Wednesday, 29 May 2013

12th hole Mountain Ash

The Mountain Ash right of the 12th hole that lost a large branch last week was felled today.
As can be seen from the photograph below the decay was serious.

Tuesday, 28 May 2013

Sheep grazing

We have sheep grazing the four fields north of the woodland at present.  The fields are being managed under a stewardship agreement with the aim of restoring species-rich semi-natural grassland.  The sheep are a mixture of Swaledales and North Country Mules (A cross between Swaledale and Blue Faced Leicester.)  The Swaledales are the ones with the horns

Top dressing greens

The greens were top dressed this morning and for once the weather co-operated.  We had a light breeze and a bit of sunshine to dry out the dressing before drag matting in, followed by rain to wash the dressing in further.

Will using a steel mesh mat to brush in the dressing

Friday, 24 May 2013

Greens mowing

The temperature was 5 degrees and it was pouring with rain while we cut the greens this morning.
This is not what we hope for at the end of May!

We're cutting at 5mm at present and this is the height we normally maintain throughout the summer.

Trevor practising stoicism this morning

Thursday, 23 May 2013


The bluebells in the woodland are at their peak at the moment, the best area is at the far Western end of the woodland.

PGA Championship

Keep an eye out for two of our greenkeepers; Danny Perring and Will Law if you're watching the PGA Championship this weekend.  They're helping with bunker raking and will be with the final two groups playing on Saturday and the first two groups on Sunday

Thursday, 16 May 2013

Wildlife walk

Around 20 members joined Mike Swindells, a local ornithologist and bird ringer and Dave Thurlow of the RSPB for a wildlife walk around the course and wider estate this morning.  Aldeburgh golf course is a haven for wildlife and over 30 species of bird were seen or heard during the walk.  Highlights were the singing nightingales (5 or more), turtle dove and a stoat.
Many thanks to Mike and Dave, and also to Tony for providing an excellent breakfast in the clubhouse afterwards.

Tuesday, 14 May 2013

Spraying the greens

Over the last two days the greens have been sprayed with wetting agent and a mixture of seaweed extract, iron and a small amount of nitrogen.  The wetting agent helps us to manage the water in the soil so that it is evenly distributed throughout the soil profile.  It helps the soil to dry evenly and reduces the amount of irrigation water required in drought conditions.  The seaweed, iron and nitrogen act more as a tonic than a fertiliser,  We apply between 1Kg and  2Kg/Ha of nitrogen to the greens, these rates are very low and encourage gentle growth rather than a strong flush.

We use a green dye to help us to spray accurately and efficiently - not to create that Augusta look!  The dye will fade in a few days.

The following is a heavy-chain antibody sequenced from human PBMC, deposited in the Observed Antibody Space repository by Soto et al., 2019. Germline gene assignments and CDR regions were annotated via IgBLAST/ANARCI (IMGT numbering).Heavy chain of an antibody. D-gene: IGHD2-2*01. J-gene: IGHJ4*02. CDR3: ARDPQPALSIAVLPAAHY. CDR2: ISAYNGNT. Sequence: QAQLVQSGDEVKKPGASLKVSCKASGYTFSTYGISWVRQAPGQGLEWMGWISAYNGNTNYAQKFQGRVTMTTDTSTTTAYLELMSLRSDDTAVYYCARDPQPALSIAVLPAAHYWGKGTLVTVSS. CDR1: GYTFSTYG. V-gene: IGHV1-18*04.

Red Deer

Red Deer have been seen regularly on the course over the last few weeks; usually early in the morning.  This scruffy individual was spotted this morning left of the 7th hole.

Friday, 10 May 2013

Grass snakes

Grass snakes have been seen very frequently on the course over the last few Summers, (far more often than adders), the one pictured below was seen to the right of the 16th hole today.

Wednesday, 1 May 2013

Poa annua

The Poa annua (Annual Meadow Grass) in the greens is flowering at present and this is having a negative impact on the smoothness and trueness of the putting surfaces.  On most golf greens in the UK, Poa annua is the dominant grass species but at Aldeburgh we have a high percentage of fine Fescue and Bent grasses and aim to keep Poa annua out.  This spring we have more Poa than we would normally have, due the the wet weather in 2012.  Drying the greens out is one of main tools for stressing out Poa and favouring the fescue and in 2012 we didn't have any opportunities to do this.

This season we will be making the most of any rainless periods to dry out the greens, tipping the balance in favour of the finer grasses.  However, over the next few weeks we will retain some moisture in the greens to enable the recently over-seeded Fescue to get established.

Poa annua - arrowed

Weather Summary for April

The cold spell that started in February and broke records in March continued through April.  We've had a weather station since 2000 and this April was the coldest recorded, with an average temperature of 7.3 degrees.  We also recorded our lowest April temperature at -4.4 on the 11th; the previous coldest was -1.9 in 2011.  We only had 17.5mm of rainfall, less than half of the 37.6mm average for April.  This has been the coldest spring for many years and growth is weeks behind what we would normally expect.